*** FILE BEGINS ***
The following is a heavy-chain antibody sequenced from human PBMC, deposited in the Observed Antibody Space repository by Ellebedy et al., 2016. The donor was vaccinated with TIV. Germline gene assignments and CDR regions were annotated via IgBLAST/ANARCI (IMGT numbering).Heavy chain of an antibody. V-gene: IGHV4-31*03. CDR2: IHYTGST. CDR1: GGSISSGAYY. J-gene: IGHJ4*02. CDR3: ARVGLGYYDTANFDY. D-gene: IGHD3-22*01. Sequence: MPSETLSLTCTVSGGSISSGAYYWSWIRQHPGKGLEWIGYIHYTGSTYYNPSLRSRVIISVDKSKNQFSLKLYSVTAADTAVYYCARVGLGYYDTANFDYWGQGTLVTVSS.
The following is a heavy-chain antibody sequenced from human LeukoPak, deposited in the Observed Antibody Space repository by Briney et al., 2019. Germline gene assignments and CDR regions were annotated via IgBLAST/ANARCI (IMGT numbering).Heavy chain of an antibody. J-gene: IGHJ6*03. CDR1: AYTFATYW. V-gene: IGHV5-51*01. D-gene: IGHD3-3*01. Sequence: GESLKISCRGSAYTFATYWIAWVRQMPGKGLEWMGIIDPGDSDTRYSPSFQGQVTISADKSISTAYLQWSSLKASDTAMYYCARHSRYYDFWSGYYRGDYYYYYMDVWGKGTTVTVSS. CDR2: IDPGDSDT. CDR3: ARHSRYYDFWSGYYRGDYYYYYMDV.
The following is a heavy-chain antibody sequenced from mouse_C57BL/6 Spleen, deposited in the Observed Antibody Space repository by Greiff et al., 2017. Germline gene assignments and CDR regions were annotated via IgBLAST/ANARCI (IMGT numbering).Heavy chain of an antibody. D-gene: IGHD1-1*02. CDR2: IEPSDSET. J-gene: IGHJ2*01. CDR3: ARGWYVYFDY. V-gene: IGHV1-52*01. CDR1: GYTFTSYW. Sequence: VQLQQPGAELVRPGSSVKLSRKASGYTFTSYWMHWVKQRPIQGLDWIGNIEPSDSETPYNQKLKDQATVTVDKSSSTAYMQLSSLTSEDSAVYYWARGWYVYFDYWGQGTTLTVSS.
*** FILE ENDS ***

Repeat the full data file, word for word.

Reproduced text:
The following is a heavy-chain antibody sequenced from human PBMC, deposited in the Observed Antibody Space repository by Ellebedy et al., 2016. The donor was vaccinated with TIV. Germline gene assignments and CDR regions were annotated via IgBLAST/ANARCI (IMGT numbering).Heavy chain of an antibody. V-gene: IGHV4-31*03. CDR2: IHYTGST. CDR1: GGSISSGAYY. J-gene: IGHJ4*02. CDR3: ARVGLGYYDTANFDY. D-gene: IGHD3-22*01. Sequence: MPSETLSLTCTVSGGSISSGAYYWSWIRQHPGKGLEWIGYIHYTGSTYYNPSLRSRVIISVDKSKNQFSLKLYSVTAADTAVYYCARVGLGYYDTANFDYWGQGTLVTVSS.
The following is a heavy-chain antibody sequenced from human LeukoPak, deposited in the Observed Antibody Space repository by Briney et al., 2019. Germline gene assignments and CDR regions were annotated via IgBLAST/ANARCI (IMGT numbering).Heavy chain of an antibody. J-gene: IGHJ6*03. CDR1: AYTFATYW. V-gene: IGHV5-51*01. D-gene: IGHD3-3*01. Sequence: GESLKISCRGSAYTFATYWIAWVRQMPGKGLEWMGIIDPGDSDTRYSPSFQGQVTISADKSISTAYLQWSSLKASDTAMYYCARHSRYYDFWSGYYRGDYYYYYMDVWGKGTTVTVSS. CDR2: IDPGDSDT. CDR3: ARHSRYYDFWSGYYRGDYYYYYMDV.
The following is a heavy-chain antibody sequenced from mouse_C57BL/6 Spleen, deposited in the Observed Antibody Space repository by Greiff et al., 2017. Germline gene assignments and CDR regions were annotated via IgBLAST/ANARCI (IMGT numbering).Heavy chain of an antibody. D-gene: IGHD1-1*02. CDR2: IEPSDSET. J-gene: IGHJ2*01. CDR3: ARGWYVYFDY. V-gene: IGHV1-52*01. CDR1: GYTFTSYW. Sequence: VQLQQPGAELVRPGSSVKLSRKASGYTFTSYWMHWVKQRPIQGLDWIGNIEPSDSETPYNQKLKDQATVTVDKSSSTAYMQLSSLTSEDSAVYYWARGWYVYFDYWGQGTTLTVSS.